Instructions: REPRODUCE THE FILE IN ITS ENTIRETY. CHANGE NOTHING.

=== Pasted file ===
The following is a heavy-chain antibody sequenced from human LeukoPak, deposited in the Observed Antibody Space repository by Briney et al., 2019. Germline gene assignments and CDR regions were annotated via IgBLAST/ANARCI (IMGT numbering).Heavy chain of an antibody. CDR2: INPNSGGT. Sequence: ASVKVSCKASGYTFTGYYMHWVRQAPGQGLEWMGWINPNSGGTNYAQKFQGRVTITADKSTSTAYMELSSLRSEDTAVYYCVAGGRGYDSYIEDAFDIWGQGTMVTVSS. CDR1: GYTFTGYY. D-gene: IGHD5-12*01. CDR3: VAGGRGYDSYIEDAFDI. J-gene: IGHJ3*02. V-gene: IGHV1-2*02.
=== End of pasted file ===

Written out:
The following is a heavy-chain antibody sequenced from human LeukoPak, deposited in the Observed Antibody Space repository by Briney et al., 2019. Germline gene assignments and CDR regions were annotated via IgBLAST/ANARCI (IMGT numbering).Heavy chain of an antibody. CDR2: INPNSGGT. Sequence: ASVKVSCKASGYTFTGYYMHWVRQAPGQGLEWMGWINPNSGGTNYAQKFQGRVTITADKSTSTAYMELSSLRSEDTAVYYCVAGGRGYDSYIEDAFDIWGQGTMVTVSS. CDR1: GYTFTGYY. D-gene: IGHD5-12*01. CDR3: VAGGRGYDSYIEDAFDI. J-gene: IGHJ3*02. V-gene: IGHV1-2*02.